Red Auerbach speaks during the retirement of his No. 2 at Boston Garden on Jan. 4, 1985.

Arnold ‘Red’ Auerbach, No. 2 — January 4, 1985

Like Walter Brown, Auerbach never played for the Celtics, but his dedication of a near-lifetime to the organization earned the retirement of No. 2 in his honor.

Auerbach coached the Celtics for 16 seasons (1950-1966) and won 795 games, more than any other Celtics coach. His teams won nine championships in 10 seasons while also integrating basketball; Auerbach made Chuck Cooper the first black player drafted in the NBA, played the first all-black starting five in the league, and made Bill Russell the NBA’s first black head coach when Auerbach tabbed him as his replacement. After retiring from coaching, Auerbach continued on as an executive for the Celtics until his death in 2006, serving as general manager, team president, and vice-chairman of the franchise at different times.

Dennis Johnson, No. 3 — December 13, 1991


Johnson is a rarity among Celtics retirees in that his time with the team was the latter half of his career.

The guard joined the Celtics for the 1983-1984 season at age 29 after splitting the first half of his career between the SuperSonics and Suns franchises. He scored fewer points here, dropping to 12 per game from more than 15 with his earlier teams, but his assist totals doubled and he was a key part of championship squads in 1984 and 1986. Johnson would return to the Celtics as an assistant coach from 1993-1997.

Larry Bird, No. 33 — February 4, 1993

Bird played forward for the Celtics for his entire 12-year career and the centerpiece of the Celtics’ championship-winning teams in the 1980s. He averaged 24 points, over six assists, and almost two steals per game over the course of his career. Bird was the 1979-1980 rookie of the year, an All-Star in every season he played but one (he was injured in 1988-1989 and only played six games), won the league’s most valuable player award three times, and won the NBA Finals MVP award two of the three times he won the championship as a player. According to Basketball-Reference, Bird has recorded the third most points of any Celtics player, second-most points per game, and second-most steals per game.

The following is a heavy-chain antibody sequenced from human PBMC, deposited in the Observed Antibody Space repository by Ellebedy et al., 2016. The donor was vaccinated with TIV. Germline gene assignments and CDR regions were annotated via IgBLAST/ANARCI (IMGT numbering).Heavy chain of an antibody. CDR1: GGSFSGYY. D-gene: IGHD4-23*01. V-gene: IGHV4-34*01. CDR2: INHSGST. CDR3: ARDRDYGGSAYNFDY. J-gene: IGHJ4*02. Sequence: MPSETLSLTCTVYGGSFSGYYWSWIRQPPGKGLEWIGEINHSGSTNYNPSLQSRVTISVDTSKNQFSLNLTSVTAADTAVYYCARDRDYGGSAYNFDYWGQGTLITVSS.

Larry Bird, Magic Johnson

Larry Bird famously reveals a Celtics shirt under the warmup on longtime rival Magic Johnson during ceremonies to retire Bird’s No. 33 on Feb. 4, 1993.

Kevin McHale, No. 32 — January 30, 1994

McHale was a staple of the Celtics in the 1980s, both offensively and defensively. Here from 1980-1993, the power forward was named to the league’s All-Defensive team six times, a seven-time All-Star, and won the Sixth Man award twice. Fifth in points, his 1.7 blocks per game remain the most of any Celtics player ever.


Reggie Lewis, No. 35 — March 22, 1995

Cardiac arrest ended Lewis’ life tragically on July 27, 1993. He was just 27 and six seasons into a promising career. The all-time leading scorer at Northeastern, where his number is also retired, was an All-Star in 1991-92 and averaged more than 20 points per game in his final two years, the latter of which the team made him captain.

Robert Parish, Larry Bird

Robert Parish shook hands with Larry Bird on the occasion of Parish’s number retirement, which was scheduled when the Celtics were playing Bird’s Indiana Pacers.

Robert Parish, No. 00 — January 18, 1998

Parish spent 14 of his NBA-record 21 NBA seasons with the Celtics, but his brightest seasons came playing center for the team from 1980-1994 as part of the “Big Three” with McHale and Bird. Parish is second all-time in games played for the Celtics, second in total rebounds, fourth in all-time points, and leads the team in all-time blocks. “The Chief” averaged 16.5 points and 1.5 blocks per game with the Celtics and was an All-Star nine times here. Parish’s ceremony was the first to be held in the Fleet Center, now known as TD Garden.

Cedric Maxwell, No. 31 — December 15, 2003

Maxwell played the first eight of his 12-season NBA career with the Celtics from 1977-1985 at small forward. During his time with the Celtics, Maxwell led the team in offensive rebounds and field goal percentage. (He remains at second all-time in team history for the latter.) Maxwell was the 1981 NBA Finals MVP, scoring 16 points per game and tallying over seven rebounds per game during that championship run, and has served as a Celtics color analyst on radio since 1995.


Paul Pierce, No. 34: February 11, 2018

“The Truth” played thirteen seasons with the Celtics, from 2000-2013, and sits only behind Parish and Havlicek in total games played with the franchise. Pierce is second all-time in points scored, the team’s all-time leader in three-point shots made and attempted, steals, and free throws made and attempted.

Pierce averaged more than 20 points, 1.4 steals, 6 rebounds, and 4 assists per game during his career with the Celtics. He was an NBA All-Star 10 times and was the 2008 NBA Finals MVP, helping end the team’s two-decade championship drought.